Fly-tippers leave 50 tonnes of waste in Upminster woodland

50 tonne fly-tip in Bonnetts Wood, Upminster. Picture: Clare Rowley

50 tonne fly-tip in Bonnetts Wood, Upminster. Picture: Clare Rowley - Credit: Archant

A forest ranger is fed up with fly-tippers after metal barriers were broken into and 50 tonnes worth of waste was left in a woodland.

Clearing up the 50 tonne fly-tip in Bonnetts Wood, Upminster. Picture: Clare Rowley

Clearing up the 50 tonne fly-tip in Bonnetts Wood, Upminster. Picture: Clare Rowley - Credit: Archant

“Disgusted” ranger Clare Rowley is outraged that a further £8,000 had to be spent on clearing up rubbish rather than on “community engagement” following the latest incident at Bonnetts Wood in Gerpins Lane, Upminster.

The clear-up of rubbish – the latest being left by lorries on November 17 – has cost the Forestry Commission, which owns the land, £13,300 in two years, clearing up after 30 previous incidents in its nine Havering woodlands.

Clare said: “It’s more than just irresponsible, it’s anti-social, dangerous and disgusting – especially in our case, where visitors, including children and dogs could get into contact with the waste.”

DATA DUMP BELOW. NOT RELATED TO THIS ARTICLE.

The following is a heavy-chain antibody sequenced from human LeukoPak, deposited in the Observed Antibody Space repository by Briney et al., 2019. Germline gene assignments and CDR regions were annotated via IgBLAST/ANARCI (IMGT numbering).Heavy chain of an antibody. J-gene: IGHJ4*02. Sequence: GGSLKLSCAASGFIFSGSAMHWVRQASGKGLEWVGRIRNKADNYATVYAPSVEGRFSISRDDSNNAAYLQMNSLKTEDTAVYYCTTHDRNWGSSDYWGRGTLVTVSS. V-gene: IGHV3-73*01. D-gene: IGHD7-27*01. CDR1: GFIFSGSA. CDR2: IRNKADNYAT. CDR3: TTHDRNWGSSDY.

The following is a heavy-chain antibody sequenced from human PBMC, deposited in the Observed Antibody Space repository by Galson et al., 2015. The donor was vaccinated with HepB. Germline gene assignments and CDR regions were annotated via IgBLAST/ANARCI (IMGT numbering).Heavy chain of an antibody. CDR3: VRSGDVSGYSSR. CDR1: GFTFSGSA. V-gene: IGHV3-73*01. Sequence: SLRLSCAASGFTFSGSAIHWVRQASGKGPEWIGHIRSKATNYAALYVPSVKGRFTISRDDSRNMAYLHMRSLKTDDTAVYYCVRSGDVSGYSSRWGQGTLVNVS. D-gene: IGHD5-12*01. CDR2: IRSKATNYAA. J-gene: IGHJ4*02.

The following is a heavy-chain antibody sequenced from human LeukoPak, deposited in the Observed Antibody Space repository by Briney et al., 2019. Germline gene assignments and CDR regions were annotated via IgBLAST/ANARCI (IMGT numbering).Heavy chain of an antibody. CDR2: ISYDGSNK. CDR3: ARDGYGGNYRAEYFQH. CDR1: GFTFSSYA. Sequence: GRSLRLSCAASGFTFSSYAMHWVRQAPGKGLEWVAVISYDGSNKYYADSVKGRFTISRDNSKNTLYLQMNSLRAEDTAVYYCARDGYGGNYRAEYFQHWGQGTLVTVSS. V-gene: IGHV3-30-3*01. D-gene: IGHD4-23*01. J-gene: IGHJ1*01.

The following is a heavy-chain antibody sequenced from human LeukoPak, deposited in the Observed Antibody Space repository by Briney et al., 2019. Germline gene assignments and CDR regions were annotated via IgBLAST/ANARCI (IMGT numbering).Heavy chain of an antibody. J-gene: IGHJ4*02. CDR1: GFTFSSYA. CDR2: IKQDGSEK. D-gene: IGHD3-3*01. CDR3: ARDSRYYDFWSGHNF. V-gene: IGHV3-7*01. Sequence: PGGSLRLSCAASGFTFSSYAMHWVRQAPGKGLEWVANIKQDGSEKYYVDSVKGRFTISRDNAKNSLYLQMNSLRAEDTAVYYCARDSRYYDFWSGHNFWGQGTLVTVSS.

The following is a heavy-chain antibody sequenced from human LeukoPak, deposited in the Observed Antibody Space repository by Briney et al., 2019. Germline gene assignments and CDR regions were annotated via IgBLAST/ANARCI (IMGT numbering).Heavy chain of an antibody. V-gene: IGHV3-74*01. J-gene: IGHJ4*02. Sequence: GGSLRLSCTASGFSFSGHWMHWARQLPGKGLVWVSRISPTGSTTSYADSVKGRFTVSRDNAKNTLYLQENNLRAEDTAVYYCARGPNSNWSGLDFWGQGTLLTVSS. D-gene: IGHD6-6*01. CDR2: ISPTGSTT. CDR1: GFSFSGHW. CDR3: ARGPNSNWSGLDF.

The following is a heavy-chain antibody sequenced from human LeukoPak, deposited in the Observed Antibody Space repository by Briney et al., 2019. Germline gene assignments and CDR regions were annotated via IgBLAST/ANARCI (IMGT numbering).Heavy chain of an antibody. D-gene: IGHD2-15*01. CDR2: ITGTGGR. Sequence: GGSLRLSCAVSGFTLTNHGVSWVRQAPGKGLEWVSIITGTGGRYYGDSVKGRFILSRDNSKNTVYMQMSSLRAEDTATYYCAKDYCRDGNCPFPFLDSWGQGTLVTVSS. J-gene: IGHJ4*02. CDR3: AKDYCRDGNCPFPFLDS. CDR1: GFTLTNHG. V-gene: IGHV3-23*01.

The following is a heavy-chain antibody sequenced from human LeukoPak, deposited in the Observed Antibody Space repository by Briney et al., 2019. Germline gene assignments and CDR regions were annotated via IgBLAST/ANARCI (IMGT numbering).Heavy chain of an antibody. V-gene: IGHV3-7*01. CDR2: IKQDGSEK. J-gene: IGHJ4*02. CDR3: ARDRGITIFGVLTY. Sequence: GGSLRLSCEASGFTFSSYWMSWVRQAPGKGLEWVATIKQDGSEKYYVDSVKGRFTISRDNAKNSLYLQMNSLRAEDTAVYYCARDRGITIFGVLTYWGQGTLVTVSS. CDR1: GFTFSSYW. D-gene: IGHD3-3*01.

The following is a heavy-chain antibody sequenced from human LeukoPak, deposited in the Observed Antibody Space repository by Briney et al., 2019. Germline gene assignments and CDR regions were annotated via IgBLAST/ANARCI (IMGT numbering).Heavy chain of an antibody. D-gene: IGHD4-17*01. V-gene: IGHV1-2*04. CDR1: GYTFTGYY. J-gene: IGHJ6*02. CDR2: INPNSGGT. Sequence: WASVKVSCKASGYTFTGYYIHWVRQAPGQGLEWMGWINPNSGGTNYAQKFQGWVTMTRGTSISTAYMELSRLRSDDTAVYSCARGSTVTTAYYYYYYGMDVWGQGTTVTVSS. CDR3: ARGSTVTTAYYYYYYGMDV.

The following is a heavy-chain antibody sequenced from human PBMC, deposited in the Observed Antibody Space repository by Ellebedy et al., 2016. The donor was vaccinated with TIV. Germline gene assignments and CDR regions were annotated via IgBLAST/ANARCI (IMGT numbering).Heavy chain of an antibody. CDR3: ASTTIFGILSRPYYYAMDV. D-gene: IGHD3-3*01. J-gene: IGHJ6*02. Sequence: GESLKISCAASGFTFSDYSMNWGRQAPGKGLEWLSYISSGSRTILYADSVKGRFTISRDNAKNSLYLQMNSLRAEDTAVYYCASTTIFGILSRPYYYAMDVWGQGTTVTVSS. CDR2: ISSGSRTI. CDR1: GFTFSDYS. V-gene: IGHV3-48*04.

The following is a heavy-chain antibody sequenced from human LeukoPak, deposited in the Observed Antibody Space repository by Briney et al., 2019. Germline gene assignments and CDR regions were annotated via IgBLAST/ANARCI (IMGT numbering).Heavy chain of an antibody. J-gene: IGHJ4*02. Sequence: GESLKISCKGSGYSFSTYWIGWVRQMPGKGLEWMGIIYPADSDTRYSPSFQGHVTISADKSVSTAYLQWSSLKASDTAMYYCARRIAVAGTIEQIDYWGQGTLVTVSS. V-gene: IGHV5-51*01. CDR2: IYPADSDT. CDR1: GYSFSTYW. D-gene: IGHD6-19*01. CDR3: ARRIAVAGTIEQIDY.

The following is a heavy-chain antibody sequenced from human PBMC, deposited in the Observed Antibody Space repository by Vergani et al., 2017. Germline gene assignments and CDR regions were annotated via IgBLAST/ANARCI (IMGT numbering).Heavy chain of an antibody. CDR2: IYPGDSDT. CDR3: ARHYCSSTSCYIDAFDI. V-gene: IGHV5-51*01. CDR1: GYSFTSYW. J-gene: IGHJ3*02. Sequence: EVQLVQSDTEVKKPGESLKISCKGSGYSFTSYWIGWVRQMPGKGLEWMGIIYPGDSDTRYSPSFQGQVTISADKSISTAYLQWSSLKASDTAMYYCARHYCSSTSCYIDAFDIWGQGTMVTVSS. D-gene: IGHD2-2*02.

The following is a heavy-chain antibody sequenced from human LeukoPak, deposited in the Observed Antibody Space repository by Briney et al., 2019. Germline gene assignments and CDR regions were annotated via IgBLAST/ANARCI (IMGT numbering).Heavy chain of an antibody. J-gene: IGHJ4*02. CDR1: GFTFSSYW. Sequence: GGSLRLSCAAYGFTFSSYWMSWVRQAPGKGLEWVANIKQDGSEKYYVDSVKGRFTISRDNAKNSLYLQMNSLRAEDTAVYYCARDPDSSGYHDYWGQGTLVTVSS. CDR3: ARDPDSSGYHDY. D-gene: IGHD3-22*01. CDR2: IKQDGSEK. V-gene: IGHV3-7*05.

The ranger, who has had other victims of fly-tipping raise concerns with her, added: “It’s also costing hard working farmers and land owners thousands of pounds to clear up each time and to maintain their site security, when they can ill-afford to do so.”


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The community woodland has resorted to erecting concrete blocks and high-security padlocks after it had to fork out a further £4,000 on barrier repairs and security improvements.

Cabinet member for environment Cllr Robert Benham said: “Land owners shouldn’t have to bear the cost of clearing a fly tip, but neither should the public purse. That’s why we ask people to keep their eyes and ears open, and report anything they see or hear.

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“This helps us, the police and the Environment Agency to catch offenders and bring them to justice.”

Havering Council dealt with almost 4,000 fly tips last year costing taxpayers £175,000.

An Environment Agency spokeswoman said: “People should register it with us on our database too so our crime team can deal with it.”

Suspicious activity can be reported to the police on 101.

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